Disclaimer 1: Despite its possibly ominous name, this is NOT a network vulnerability or an attack that could lead to unauthorized access. UDP hole punching requires cooperation between two hosts, and hence can't be easily used as an attack by itself (in other words, in order to run it, you most likely must already have gained access to the hosts).
Disclaimer 2: Conclusions reached at the end of this post are my educated guesses, and may turn out to be not true. They are based on my observations and not on actual knowledge how EC2 internals are designed or implemented.
I was once working on a setup in Amazon EC2 and came across an oddity, which when coupled with my interest in EC2 security groups mechanism, turned into this post.
UDP hole punching, in a nutshell, is a technique which allows two cooperating hosts, potentially located behind NAT and/or firewalls, to establish a peer-to-peer UDP communication channel directly to each other. It’s a technique used by Skype, for example, - you can read more about it in a Wikipedia article. If two hosts start sending UDP packets to each other on pre-agreed ports, bi-directional flow of packets leads NAT devices and firewalls to think that all these packets are a part of an established communication channel.
EC2 allows a lighter form of this technique because EC2 NAT never rewrites source port of outgoing packet (recall that in EC2, NAT is always 1-to-1 such that port rewriting isn’t necessary). We know with 100% certainty that a packet we are sending with a given source port X will be seen by remote instance with the same source port.
I wrote a small Python tool (available at http://gist.github.com/224795) to test UDP hole punching and set out to discover if it could work in EC2. My expectation was that it should work. Unless explicitly noted, I used ports above 45,000 and none of security groups explicitly allowed UDP traffic on these ports.
I was able to easily punch UDP holes between any two instances using each instance's public IP address - in line with my expectation. But I hit a major snag when using private IP addresses of 2 instances in the same region (I used EC2-US) - I couldn't get it to work no matter what I tried: same availability zone, different availability zones, same security groups, different security groups, same AWS account, different AWS accounts. I even tried punching a hole over port 53 (all EC2 instances support DNS name resolution which happens over this port without an explicit corresponding rule in security groups) - no luck (EC2 DNS servers are not located on 10.0.0.0/8 where all instances reside).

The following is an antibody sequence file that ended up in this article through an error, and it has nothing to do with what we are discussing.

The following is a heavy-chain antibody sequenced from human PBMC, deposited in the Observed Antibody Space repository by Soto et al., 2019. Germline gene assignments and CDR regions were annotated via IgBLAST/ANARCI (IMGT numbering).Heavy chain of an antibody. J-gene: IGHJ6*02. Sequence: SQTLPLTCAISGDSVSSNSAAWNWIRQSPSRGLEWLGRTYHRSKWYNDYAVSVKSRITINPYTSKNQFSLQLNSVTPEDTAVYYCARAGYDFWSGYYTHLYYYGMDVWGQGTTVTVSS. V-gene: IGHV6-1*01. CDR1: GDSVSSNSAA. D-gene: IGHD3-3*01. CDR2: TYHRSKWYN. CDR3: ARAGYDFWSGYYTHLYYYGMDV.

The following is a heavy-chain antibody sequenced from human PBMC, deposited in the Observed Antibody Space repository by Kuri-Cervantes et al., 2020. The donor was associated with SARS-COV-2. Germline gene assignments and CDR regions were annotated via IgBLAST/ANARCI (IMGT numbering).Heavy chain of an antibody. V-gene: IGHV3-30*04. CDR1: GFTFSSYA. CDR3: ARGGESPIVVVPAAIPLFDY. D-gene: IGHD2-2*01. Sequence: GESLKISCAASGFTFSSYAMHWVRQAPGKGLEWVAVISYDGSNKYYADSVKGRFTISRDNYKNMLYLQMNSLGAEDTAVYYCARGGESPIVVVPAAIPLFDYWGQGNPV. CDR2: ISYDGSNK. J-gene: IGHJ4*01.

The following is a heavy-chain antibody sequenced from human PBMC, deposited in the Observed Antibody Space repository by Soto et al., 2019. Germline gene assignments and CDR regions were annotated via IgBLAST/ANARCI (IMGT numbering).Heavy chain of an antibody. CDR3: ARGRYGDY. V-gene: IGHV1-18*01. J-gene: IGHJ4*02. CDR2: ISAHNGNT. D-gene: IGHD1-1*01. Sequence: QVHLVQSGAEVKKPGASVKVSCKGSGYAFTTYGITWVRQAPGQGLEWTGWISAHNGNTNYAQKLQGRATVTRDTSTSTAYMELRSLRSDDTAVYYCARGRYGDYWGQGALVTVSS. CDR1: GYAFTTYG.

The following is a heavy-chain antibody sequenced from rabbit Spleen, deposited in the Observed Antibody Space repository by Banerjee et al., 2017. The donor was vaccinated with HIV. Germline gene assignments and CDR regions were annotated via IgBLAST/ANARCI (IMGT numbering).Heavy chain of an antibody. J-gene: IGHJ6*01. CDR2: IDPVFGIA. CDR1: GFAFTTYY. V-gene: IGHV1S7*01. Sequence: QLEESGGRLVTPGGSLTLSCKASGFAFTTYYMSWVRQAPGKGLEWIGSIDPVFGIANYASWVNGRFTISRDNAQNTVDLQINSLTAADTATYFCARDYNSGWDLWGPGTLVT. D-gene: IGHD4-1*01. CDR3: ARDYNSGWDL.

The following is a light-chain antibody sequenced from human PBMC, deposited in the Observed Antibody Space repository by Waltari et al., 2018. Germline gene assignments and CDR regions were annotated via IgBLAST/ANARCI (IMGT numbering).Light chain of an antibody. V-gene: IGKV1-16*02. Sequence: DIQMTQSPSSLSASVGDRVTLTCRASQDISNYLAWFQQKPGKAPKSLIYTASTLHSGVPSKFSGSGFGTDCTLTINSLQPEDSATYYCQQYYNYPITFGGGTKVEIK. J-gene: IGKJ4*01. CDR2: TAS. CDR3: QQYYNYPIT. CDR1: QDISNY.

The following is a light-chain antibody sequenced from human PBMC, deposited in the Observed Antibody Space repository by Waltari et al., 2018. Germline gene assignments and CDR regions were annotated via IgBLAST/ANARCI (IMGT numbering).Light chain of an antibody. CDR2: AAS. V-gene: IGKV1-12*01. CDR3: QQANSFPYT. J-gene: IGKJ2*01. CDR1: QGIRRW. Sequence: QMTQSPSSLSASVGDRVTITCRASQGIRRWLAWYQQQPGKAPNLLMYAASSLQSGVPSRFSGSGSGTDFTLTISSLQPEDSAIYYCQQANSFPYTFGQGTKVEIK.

The only way I could get it to work using private IPs, is to allow my UDP port in security groups of at least one of the instances. When I did this, both hosts reported success.
This observation leads to several thoughts that might help uncover some aspects of EC2 firewall’s internal design (these are all more or less educated guesses):
- You can punch a UDP hole between any 2 instances using their public IPs, even if your security groups do not allow such communication.
- Private IP traffic is treated totally differently than traffic over public IPs.
- You can punch a UDP hole on port X using private IP addresses of 2 instances in the same region only if at least one of the instances allows port X in its security groups (can be used as a test if you don't have access to query EC2 API endpoint)
- EC2 firewall somehow implements more logic than "all outgoing packets are allowed" when dealing with traffic over private IPs (if it were not the case, hole punching should have worked - see below).
- If we assume that security group rules are applied at an instance's dom0 (as makes at least some sense and as this research implies), I now suspect that all dom0 hosts have entire view of all security groups in the region and are getting real time updates when a rule is added or deleted (modification of rules is currently not supported). This in fact was contrary to my expectation - initially I thought each dom0 "subscribes" to updates for only those security groups which correspond to instances running on this dom0 and I thought this was the reason why dynamic group membership changes were not possible (say I want to move an instance from "db" security group to "webapp" security group).
To clarify: under the above assumption, in order for hole punching to NOT work, an outgoing packet from instance A must not reach dom0 of instance B - and the only way it’s possible under “all outgoing packets are allowed” policy is if dom0 of instance A knows that dom0 of instance B will block this packet and somehow takes this into consideration - which in general case can only happen if all dom0 hosts have entire view of all security groups and permissions in the region.
I would love to hear your thoughts on what could possibly explain this behavior, please let me know in the comments below.
If you liked this post, you may also be interested in Probing Ports in Remote Security Groups in EC2.